A story this week reported the development of the smart tampon , a device which will apparently enable women to collect and monitor health data based on menstruation. The apparent purpose of this devise is to help women spot early signs of diseases and to manage their reproductive health. The CEO of the company behind this product claims that ‘managing one’s reproductive health is a fundamental women’s issue these days’. Reproduction is therefore seen as something to be managed, and specifically by women. Technologies apparent drive to devolve responsibility for all aspects of health to the level of the individual is then marketed as a tool for ’empowerment’ of women of reproductive age. Men are of course neglected from this narrative, in which biological essentialism dictates who the realm of reproduction ‘belongs to’ (i.e. women).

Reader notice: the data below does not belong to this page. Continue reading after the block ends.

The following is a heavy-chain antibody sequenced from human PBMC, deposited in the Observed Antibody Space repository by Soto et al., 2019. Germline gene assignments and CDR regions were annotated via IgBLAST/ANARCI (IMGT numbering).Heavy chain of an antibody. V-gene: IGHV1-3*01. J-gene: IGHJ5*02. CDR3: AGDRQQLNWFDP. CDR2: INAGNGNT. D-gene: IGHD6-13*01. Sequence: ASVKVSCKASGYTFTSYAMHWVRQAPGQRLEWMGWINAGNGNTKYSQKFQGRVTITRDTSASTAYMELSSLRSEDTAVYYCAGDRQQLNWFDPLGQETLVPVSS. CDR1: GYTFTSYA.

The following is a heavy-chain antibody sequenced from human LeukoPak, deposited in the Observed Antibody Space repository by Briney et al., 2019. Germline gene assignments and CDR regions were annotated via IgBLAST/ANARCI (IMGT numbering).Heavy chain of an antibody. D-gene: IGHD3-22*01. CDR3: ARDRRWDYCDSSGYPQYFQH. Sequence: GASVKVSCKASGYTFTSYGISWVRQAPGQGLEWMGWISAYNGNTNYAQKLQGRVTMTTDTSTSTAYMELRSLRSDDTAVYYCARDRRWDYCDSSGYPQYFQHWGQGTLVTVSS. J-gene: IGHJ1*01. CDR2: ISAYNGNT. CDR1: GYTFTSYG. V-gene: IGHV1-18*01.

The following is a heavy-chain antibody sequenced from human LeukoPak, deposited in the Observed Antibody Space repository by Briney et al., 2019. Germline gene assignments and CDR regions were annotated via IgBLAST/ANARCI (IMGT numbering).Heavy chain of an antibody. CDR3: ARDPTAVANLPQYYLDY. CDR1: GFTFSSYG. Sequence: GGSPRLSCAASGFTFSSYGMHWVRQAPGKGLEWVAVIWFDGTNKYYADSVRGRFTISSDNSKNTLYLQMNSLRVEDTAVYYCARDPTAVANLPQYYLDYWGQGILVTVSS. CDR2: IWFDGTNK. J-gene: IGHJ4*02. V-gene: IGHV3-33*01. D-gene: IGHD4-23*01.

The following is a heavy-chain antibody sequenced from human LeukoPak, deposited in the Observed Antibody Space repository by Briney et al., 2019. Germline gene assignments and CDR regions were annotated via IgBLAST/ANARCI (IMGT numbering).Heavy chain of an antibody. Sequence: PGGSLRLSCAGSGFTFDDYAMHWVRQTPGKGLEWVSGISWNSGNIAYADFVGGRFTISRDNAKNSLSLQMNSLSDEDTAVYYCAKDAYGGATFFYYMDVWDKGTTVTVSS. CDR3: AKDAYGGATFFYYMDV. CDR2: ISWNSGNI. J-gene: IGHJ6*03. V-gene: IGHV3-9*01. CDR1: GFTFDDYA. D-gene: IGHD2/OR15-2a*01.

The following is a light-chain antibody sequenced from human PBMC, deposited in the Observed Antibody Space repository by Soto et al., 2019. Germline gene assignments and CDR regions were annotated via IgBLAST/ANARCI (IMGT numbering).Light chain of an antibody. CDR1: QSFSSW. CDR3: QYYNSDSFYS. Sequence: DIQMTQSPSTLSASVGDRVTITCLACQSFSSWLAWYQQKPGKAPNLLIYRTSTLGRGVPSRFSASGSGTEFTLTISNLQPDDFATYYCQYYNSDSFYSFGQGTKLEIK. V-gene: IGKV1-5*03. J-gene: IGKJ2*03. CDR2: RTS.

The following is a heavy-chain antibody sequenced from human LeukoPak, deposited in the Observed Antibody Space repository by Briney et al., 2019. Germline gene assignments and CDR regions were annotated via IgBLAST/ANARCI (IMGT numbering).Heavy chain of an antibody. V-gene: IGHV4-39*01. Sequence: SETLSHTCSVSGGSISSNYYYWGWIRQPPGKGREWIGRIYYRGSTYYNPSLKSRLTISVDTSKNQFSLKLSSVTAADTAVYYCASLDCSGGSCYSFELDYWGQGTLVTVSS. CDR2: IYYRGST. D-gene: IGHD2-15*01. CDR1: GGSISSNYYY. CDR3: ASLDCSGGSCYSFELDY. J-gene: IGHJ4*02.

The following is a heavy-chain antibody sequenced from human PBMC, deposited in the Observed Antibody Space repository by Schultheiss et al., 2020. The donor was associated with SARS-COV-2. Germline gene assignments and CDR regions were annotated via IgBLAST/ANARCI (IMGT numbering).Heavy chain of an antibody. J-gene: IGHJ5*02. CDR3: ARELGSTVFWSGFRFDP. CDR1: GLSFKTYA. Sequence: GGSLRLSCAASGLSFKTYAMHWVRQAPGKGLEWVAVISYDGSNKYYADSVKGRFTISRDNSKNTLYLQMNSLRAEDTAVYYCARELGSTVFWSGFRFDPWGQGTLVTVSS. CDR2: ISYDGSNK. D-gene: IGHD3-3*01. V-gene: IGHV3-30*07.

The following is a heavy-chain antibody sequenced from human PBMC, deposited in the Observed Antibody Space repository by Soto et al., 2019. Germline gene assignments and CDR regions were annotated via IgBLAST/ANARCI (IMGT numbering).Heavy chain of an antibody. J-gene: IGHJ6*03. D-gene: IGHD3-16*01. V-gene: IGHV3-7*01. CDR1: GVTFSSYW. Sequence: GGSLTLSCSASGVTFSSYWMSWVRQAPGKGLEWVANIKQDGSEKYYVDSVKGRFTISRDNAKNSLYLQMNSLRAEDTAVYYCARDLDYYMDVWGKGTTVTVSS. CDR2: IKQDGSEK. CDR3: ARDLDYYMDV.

This suggestion of ‘smart tampons’ also takes the idea of ‘quantified self’ (useful ideas about what the concept of quantified self entails is available here) into a new realm of the ‘quantified vagina’ . Seemingly nothing is sacred from tracking, measuring and monitoring in the era of ‘smart’ technology, is the ‘smart condom’ the next development for tracking sexual activity or contraceptive effectiveness? Given that the iphone ‘health app’ offers space to track sexual activity as it can ‘affect both physical and emotional health’ the spreading of quantification into realms which were once viewed as ‘private’ or ‘personal’ or ‘pleasurable’ seems unstoppable. Seemingly the idea of using smart tech in relation to tampons is not being suggested for the first time either, showing that quantification of reproductive health may becoming more pervasive. Although as the latter article wisely notes, when it comes to technology ‘just because you can doesn’t mean you should’, and perhaps this is a note of caution that should be being heeded by those who seek to colonise all aspects of social life in the seemingly never ending cause to create ‘data’ about every aspect of individuals lives. Calling something smart, doesn’t necessarily make it a good idea.